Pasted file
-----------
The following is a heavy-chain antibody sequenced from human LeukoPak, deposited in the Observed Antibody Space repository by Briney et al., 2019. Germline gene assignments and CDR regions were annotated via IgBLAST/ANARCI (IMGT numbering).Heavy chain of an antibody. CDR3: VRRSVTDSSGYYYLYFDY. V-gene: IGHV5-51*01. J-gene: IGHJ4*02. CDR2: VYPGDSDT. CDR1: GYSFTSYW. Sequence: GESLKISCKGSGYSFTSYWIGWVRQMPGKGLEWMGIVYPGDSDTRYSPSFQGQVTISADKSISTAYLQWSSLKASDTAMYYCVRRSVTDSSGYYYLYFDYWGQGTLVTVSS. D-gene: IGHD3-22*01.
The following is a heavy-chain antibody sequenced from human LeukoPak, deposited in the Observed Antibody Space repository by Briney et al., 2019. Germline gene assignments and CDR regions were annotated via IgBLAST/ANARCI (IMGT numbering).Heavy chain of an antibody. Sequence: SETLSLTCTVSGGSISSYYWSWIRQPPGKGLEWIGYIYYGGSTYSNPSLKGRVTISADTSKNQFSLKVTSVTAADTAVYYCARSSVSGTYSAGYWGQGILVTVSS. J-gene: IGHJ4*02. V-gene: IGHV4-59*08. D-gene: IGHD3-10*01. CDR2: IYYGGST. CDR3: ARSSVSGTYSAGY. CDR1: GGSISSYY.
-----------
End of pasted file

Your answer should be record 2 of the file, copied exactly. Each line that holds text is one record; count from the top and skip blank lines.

The following is a heavy-chain antibody sequenced from human LeukoPak, deposited in the Observed Antibody Space repository by Briney et al., 2019. Germline gene assignments and CDR regions were annotated via IgBLAST/ANARCI (IMGT numbering).Heavy chain of an antibody. Sequence: SETLSLTCTVSGGSISSYYWSWIRQPPGKGLEWIGYIYYGGSTYSNPSLKGRVTISADTSKNQFSLKVTSVTAADTAVYYCARSSVSGTYSAGYWGQGILVTVSS. J-gene: IGHJ4*02. V-gene: IGHV4-59*08. D-gene: IGHD3-10*01. CDR2: IYYGGST. CDR3: ARSSVSGTYSAGY. CDR1: GGSISSYY.